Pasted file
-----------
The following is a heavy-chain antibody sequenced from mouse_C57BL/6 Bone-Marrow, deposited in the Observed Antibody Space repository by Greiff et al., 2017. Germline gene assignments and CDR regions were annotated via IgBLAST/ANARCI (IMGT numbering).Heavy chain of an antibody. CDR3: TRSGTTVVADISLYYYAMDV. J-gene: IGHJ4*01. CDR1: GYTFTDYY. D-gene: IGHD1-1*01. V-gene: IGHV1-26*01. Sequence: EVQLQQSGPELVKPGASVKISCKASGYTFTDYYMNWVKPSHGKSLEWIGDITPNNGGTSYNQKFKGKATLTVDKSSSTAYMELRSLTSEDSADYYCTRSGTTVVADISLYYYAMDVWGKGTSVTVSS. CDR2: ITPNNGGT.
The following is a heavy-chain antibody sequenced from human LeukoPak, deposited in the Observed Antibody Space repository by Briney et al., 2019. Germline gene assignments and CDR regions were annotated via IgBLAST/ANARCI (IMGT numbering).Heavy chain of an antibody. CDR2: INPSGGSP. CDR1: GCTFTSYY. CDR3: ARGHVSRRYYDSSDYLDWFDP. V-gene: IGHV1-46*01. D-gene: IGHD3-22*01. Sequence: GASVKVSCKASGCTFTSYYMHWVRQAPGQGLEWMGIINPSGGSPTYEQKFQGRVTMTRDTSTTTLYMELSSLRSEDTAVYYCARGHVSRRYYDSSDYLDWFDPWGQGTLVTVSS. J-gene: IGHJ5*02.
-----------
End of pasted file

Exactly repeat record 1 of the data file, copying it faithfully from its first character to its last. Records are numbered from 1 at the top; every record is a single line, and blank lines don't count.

The following is a heavy-chain antibody sequenced from mouse_C57BL/6 Bone-Marrow, deposited in the Observed Antibody Space repository by Greiff et al., 2017. Germline gene assignments and CDR regions were annotated via IgBLAST/ANARCI (IMGT numbering).Heavy chain of an antibody. CDR3: TRSGTTVVADISLYYYAMDV. J-gene: IGHJ4*01. CDR1: GYTFTDYY. D-gene: IGHD1-1*01. V-gene: IGHV1-26*01. Sequence: EVQLQQSGPELVKPGASVKISCKASGYTFTDYYMNWVKPSHGKSLEWIGDITPNNGGTSYNQKFKGKATLTVDKSSSTAYMELRSLTSEDSADYYCTRSGTTVVADISLYYYAMDVWGKGTSVTVSS. CDR2: ITPNNGGT.